Like many things in the liturgical calendar, Lent is what you make of it. For some people, lent is a time to give up Facebook or dessert, stripping away a worldly pleasure to more identify with Christ’s suffering. Some use it as second act for failed New Year’s resolutions. But Lent goes deeper. The events and seasons on the liturgical calendar can be great guides, facilitating worshipful experiences and reflections that deepen one’s understanding of God and their need of Him. Seasons like Advent often guide believers into a deeper understanding of the brilliant hope found in the coming of Jesus Christ while awaiting His return. In contrast, Lent is a season of darkness.
The six-week season of Lent begins with Ash Wednesday. Familiar to many only by the external sign placed upon foreheads, Ash Wednesday services act as a mirror for the Church, assisting believers to better understand the…
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I read a book recently by William Gentry called “Be the Boss Everyone Wants to Work for: A guide for new leaders” and he makes the simple but profoundly true observation: “…strive to give five positive pieces of feedback over a period of time before you must deliver a negative one.” he bases this suggestion on research done by relationship experts John and Julie Gotterman in their work investigating successful marriages vs. those ending in divorce. according to the research- the ratio of positive to negative interactions for successful/married couples is typically around 5:1, whereas, unstable marriages show a ratio of 0.8:1.
In his book he also points to research showing how non-verbal communication (facial expression, tone, body gesture and proximity, eye contact, etc..) makes up anywhere between 65%-93% “..of the total emotional interaction between two people.”
I know I needed this reminder!
In a bit of a condescending fashion, TIME explains here that Oxford’s word of the year 2016, ‘post-truth’, “…describes a situation in which feelings trump facts” (emphasis added) The word ‘trump’ is a crucial addition as the article goes on to describe the results of Brexit and the U.S. 2016 election of Trump as epitomizing the meaning of […]
Truth be told, the world was surprised by the election results and not just liberals. Work colleagues of mine were literally crying last Wednesday morning. Ivy league schools were canceling exams for students so that they could deal with the emotional terror of the outcome. There is violence and protests in the streets, albeit only […]
I understand the hurt that pro-Hillary voters feel following their surprising loss to Trump. It was a surprise for everyone. And I still remember vividly the pain I felt after losing the last two elections to Obama. Empathy and concern for all Americans has always been a path toward healing following a divisive campaign season. For those who have not been alive long enough to witness a transfer of power, this process can be uneasy to accept. However, we need to remember two things, 1. this is the way that our government was set up to run and it has sustained peaceful transitions of power successfully thus far, and 2. Most election cycles are filled with deep divisiveness and vitriol due to a disagreeing populace. This is not the first or last time we will have disagreement on how to govern our country. Disagreement and diversity of opinion is what makes our world (the U.S.) go around. Majority rule is not the answer. Trashing the Electoral College is not the answer.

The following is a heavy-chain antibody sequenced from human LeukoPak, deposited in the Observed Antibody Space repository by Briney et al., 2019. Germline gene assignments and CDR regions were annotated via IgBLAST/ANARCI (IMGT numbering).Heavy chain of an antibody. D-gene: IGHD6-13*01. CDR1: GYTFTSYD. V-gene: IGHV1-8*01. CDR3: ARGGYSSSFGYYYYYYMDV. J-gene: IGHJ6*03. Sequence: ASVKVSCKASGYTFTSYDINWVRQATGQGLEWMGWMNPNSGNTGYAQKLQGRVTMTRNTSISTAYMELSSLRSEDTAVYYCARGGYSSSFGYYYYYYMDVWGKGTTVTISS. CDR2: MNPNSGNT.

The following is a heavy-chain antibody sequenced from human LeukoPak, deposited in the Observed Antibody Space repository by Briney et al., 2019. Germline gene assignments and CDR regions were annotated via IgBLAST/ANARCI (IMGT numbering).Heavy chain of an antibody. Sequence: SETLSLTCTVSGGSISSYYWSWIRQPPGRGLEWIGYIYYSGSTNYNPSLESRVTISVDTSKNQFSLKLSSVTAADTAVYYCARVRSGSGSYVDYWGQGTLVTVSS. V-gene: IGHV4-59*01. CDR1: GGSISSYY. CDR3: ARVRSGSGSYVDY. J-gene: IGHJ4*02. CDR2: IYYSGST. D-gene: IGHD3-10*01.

Articles: The Electoral College Still Makes Sense Because We’re Not A Democracy AND Why We Use Electoral College, Not Popular Vote and The Heritage Guide to the Constitution and Why the 2016 Election Proves America Needs the Electoral College
Conservative Republicans as well as liberal Democrats all share in the responsibility to hold the President-Elect accountable at every level. The rise in popularity of Trump has been described well HERE but regardless of the reason for his ascent, it is all of our duty as “we the people” to participate in the conservation of this great Constitutional Republic.
I am pleased with the class and honor that Hillary and Obama showed following the election. They showed humility and honor to the process and principles that have maintained this country’s greatness.
HERE Obama’s remarks on peaceful and smooth transition.
HERE Clinton’s concession speech
There is a cynical part of me that wants to not trust the genuine nature certain pieces of Hillary’s speech but I must avoid that temptation. Her and Tim Kaine both quoted from the Bible and with humility and tact she reached back to traditional American values of hard work and perseverance encouraging people to never give up on what they know is right. She also used pro-Constitutional language when praising the First Amendment with its freedom of religion and expression. She lauded our tradition of following the rule of law.
My cynical question is, where was all of this on the campaign trail? She did not show any preference toward the constitution or traditional pro-American values. It was all divisive pandering to the fringe left. She knows that she lost 85% of the evangelical vote to Trump. She knows that evangelicals care about the First Amendment and that the amendment has been the recipient of constant attack under Obama for the last 8 years. I would hate to think that she somehow used this speech as the beginning of new a campaigning outreach tool for the DNC so that they can capture more evangelicals next time.
Again, I think her humble approach and sincere demeanor in her speech is admirable. I hope that she was sincere and I hope that people rioting in the streets in protest to the election outcomes can take her example as the right response.